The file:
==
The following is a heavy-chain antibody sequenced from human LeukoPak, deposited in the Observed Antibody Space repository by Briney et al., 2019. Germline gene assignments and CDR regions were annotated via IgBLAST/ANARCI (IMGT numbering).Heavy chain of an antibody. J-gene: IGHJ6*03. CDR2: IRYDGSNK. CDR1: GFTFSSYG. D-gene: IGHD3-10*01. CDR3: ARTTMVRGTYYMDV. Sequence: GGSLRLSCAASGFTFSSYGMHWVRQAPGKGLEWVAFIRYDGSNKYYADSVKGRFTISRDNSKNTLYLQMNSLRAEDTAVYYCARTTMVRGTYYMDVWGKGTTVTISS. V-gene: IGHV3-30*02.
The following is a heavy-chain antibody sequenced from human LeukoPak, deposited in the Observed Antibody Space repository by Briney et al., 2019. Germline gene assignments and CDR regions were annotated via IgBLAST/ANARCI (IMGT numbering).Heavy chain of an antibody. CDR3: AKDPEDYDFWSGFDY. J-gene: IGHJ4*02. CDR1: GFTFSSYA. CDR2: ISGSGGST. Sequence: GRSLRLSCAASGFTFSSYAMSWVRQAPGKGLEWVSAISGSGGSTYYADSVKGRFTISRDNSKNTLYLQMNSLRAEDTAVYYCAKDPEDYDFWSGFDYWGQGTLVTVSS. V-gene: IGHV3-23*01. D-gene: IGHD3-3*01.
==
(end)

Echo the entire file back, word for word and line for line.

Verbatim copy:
The following is a heavy-chain antibody sequenced from human LeukoPak, deposited in the Observed Antibody Space repository by Briney et al., 2019. Germline gene assignments and CDR regions were annotated via IgBLAST/ANARCI (IMGT numbering).Heavy chain of an antibody. J-gene: IGHJ6*03. CDR2: IRYDGSNK. CDR1: GFTFSSYG. D-gene: IGHD3-10*01. CDR3: ARTTMVRGTYYMDV. Sequence: GGSLRLSCAASGFTFSSYGMHWVRQAPGKGLEWVAFIRYDGSNKYYADSVKGRFTISRDNSKNTLYLQMNSLRAEDTAVYYCARTTMVRGTYYMDVWGKGTTVTISS. V-gene: IGHV3-30*02.
The following is a heavy-chain antibody sequenced from human LeukoPak, deposited in the Observed Antibody Space repository by Briney et al., 2019. Germline gene assignments and CDR regions were annotated via IgBLAST/ANARCI (IMGT numbering).Heavy chain of an antibody. CDR3: AKDPEDYDFWSGFDY. J-gene: IGHJ4*02. CDR1: GFTFSSYA. CDR2: ISGSGGST. Sequence: GRSLRLSCAASGFTFSSYAMSWVRQAPGKGLEWVSAISGSGGSTYYADSVKGRFTISRDNSKNTLYLQMNSLRAEDTAVYYCAKDPEDYDFWSGFDYWGQGTLVTVSS. V-gene: IGHV3-23*01. D-gene: IGHD3-3*01.